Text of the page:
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Comments

Leon Raymond Mitchell

You can make a film for super low budgets but everything will suffer and I mean everything. $100,000 to $200,000 is as low as you might want to go cause at those amounts you have access to Union Talent and permits and crew talent and then they will believe in your vision or journey to ride with you. Better talent means better eye balls better distributor and before all that it starts with the Script!

Joe Smith

At first I bought into the notion that I simply could not make anything worth watching below mid to high six figures. Fast forward, I’d be happy with a few hundred to buy lunch for the cast. The reality is, regardless of how good your script is and that’s after you’ve gone back and taken out all the car chase scenes or anything that requires someone who has knowledge about it to help, you still have to find someone interested enough to finance it. Unless of course you’re fortunate enough to crowd-fund it. Bottom line, the bottom line gets lower and lower and no matter how many things you want to blow up in your film like Michael Bay, you can’t even afford a couple of smoke bombs. Damn you Michael Bay.

Dean Marshall

Budgets are very important, but so is the power of persuasion.

Cinexa

Shane Carruth, did Primer and Upstream Color, right here in DFW for the same or less budgets. Both considered classics and Sundance darlings.. Available on Netflix now…. Stop tripping, start creating ….

parsyeb

The reason why even indies feel the need to spend 100,000 on a feature (or even 10,000 which is still an astronomically large sum) is because audiences demand certain production values because they don’t see anything other than Hollywood cinema and TV. If you start cutting your teeth on good American indies outside of genres and stop caring if there’s an occasional out of focus shot or bad sound bit (or ffs, even appreciating them) maybe we can stop getting stupid movies that cost 60K and only have med. c/u shot reverse shots and start getting normal people all over the world making films to represent their unique experiences outside of the traditional narrative moviemaking methods and structures. Proof-positive is a filmmaker like Jon Jost, who produces a feature a year and makes them all for under $1000. See Speaking Directly and if you have a heart and a brain you’ll understand why cinema not only doesn’t have to cost seven-figures, but that it fucking shouldn’t unless it’s gonna have Raid 2 levels of mayhem.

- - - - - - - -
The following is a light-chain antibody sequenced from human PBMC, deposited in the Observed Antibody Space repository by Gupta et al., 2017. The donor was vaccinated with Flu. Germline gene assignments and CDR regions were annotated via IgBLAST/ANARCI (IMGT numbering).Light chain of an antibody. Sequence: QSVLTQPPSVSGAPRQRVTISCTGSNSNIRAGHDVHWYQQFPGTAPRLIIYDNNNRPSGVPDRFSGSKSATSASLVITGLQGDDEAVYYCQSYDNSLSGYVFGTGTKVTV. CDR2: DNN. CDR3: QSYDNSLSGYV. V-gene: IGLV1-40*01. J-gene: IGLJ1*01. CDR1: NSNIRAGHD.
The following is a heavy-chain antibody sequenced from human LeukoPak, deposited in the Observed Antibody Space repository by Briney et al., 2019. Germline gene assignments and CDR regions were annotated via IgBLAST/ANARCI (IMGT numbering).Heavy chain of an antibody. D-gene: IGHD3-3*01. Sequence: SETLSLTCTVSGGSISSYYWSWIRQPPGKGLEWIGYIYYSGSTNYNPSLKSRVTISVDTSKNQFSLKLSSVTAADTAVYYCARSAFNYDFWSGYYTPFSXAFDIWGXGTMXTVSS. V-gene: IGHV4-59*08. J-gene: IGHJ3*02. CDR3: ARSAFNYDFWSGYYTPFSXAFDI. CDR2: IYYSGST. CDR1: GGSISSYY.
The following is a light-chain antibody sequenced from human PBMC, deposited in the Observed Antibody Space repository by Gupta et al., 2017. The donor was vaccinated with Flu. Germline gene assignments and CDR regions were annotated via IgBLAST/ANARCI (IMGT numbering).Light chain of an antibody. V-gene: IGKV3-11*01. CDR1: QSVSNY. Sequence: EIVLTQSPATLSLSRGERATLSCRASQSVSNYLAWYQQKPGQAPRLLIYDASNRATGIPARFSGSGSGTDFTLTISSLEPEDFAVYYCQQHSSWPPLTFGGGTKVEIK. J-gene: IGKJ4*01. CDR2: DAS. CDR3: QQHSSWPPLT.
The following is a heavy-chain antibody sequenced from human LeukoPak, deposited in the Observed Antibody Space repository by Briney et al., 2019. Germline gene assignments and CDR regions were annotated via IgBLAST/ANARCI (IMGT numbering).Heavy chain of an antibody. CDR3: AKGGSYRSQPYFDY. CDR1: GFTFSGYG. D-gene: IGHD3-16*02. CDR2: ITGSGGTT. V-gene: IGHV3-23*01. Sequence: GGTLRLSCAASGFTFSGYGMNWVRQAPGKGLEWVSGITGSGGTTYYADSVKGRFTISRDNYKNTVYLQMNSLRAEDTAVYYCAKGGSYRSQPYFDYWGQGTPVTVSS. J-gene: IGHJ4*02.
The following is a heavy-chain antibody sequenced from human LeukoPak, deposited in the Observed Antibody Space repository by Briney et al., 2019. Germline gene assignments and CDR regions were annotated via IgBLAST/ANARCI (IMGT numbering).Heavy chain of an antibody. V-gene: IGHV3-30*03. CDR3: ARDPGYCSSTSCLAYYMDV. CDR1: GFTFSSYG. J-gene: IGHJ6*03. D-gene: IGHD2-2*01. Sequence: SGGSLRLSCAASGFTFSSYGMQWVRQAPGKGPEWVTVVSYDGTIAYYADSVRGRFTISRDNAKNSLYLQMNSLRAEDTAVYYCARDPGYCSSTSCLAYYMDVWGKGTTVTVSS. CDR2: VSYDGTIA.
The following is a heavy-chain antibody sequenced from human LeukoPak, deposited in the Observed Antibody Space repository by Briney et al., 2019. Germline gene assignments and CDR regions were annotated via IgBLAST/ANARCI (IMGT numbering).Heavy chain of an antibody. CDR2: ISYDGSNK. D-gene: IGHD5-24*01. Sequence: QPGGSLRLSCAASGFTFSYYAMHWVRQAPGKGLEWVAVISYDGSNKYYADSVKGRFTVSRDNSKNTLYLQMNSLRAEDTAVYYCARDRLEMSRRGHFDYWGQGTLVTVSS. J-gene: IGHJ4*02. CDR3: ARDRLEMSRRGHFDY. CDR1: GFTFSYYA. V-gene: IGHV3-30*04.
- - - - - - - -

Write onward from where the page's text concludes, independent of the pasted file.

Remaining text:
CC

Hold on Colin Bemis, the proofs in the pudding. Nobody said a film can’t be shot for peanuts. And excuse me, no harm intended, but "Strawberry Flavored Plastic" smells like the title of a porn flick. Hey, don’t get me wrong, some people love porn but how are you going to show us what you’re working with (the finished product) so we can be the judge of cheap? Good? Shue-fly?

Colin Bemis

I’m two days away from wrapping my first feature film, titled "Strawberry Flavored Plastic," that I shot for literally less than half of what the filmmaker mentioned above. It’s totally doable. It’s about writing a script within the confines of ability, utilizing every talented person you’ve ever met, calling in every favor, and caring about those working for you. The minuscule budget that we’ve made this film for included 30 locations, 50 extras, 40 speaking roles, and two round trip tickets from L.A. to N.Y. This was done by being crafty, maximizing a 19 day shooting schedule, and getting everyone involved in the legs of the journey and the power of the film. So kudos; you don’t need endless money. You need know-how and you need to care.

Walter H Gavin